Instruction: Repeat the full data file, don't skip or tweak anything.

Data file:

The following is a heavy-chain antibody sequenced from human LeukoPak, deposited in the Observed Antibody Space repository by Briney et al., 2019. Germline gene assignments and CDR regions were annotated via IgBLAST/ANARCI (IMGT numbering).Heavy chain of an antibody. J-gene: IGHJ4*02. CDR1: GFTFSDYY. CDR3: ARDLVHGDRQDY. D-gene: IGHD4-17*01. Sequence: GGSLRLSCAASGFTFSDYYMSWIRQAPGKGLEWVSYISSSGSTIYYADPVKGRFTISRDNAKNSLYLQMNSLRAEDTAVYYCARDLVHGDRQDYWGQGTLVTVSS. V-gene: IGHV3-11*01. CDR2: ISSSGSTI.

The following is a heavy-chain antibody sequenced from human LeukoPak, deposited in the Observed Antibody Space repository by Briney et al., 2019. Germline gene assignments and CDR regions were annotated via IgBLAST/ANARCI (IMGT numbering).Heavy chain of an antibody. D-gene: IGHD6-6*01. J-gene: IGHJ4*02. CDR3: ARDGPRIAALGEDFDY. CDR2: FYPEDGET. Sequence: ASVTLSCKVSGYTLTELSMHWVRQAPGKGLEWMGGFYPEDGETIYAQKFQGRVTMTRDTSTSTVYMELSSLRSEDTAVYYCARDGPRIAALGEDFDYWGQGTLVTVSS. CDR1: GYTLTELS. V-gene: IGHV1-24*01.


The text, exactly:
The following is a heavy-chain antibody sequenced from human LeukoPak, deposited in the Observed Antibody Space repository by Briney et al., 2019. Germline gene assignments and CDR regions were annotated via IgBLAST/ANARCI (IMGT numbering).Heavy chain of an antibody. J-gene: IGHJ4*02. CDR1: GFTFSDYY. CDR3: ARDLVHGDRQDY. D-gene: IGHD4-17*01. Sequence: GGSLRLSCAASGFTFSDYYMSWIRQAPGKGLEWVSYISSSGSTIYYADPVKGRFTISRDNAKNSLYLQMNSLRAEDTAVYYCARDLVHGDRQDYWGQGTLVTVSS. V-gene: IGHV3-11*01. CDR2: ISSSGSTI.

The following is a heavy-chain antibody sequenced from human LeukoPak, deposited in the Observed Antibody Space repository by Briney et al., 2019. Germline gene assignments and CDR regions were annotated via IgBLAST/ANARCI (IMGT numbering).Heavy chain of an antibody. D-gene: IGHD6-6*01. J-gene: IGHJ4*02. CDR3: ARDGPRIAALGEDFDY. CDR2: FYPEDGET. Sequence: ASVTLSCKVSGYTLTELSMHWVRQAPGKGLEWMGGFYPEDGETIYAQKFQGRVTMTRDTSTSTVYMELSSLRSEDTAVYYCARDGPRIAALGEDFDYWGQGTLVTVSS. CDR1: GYTLTELS. V-gene: IGHV1-24*01.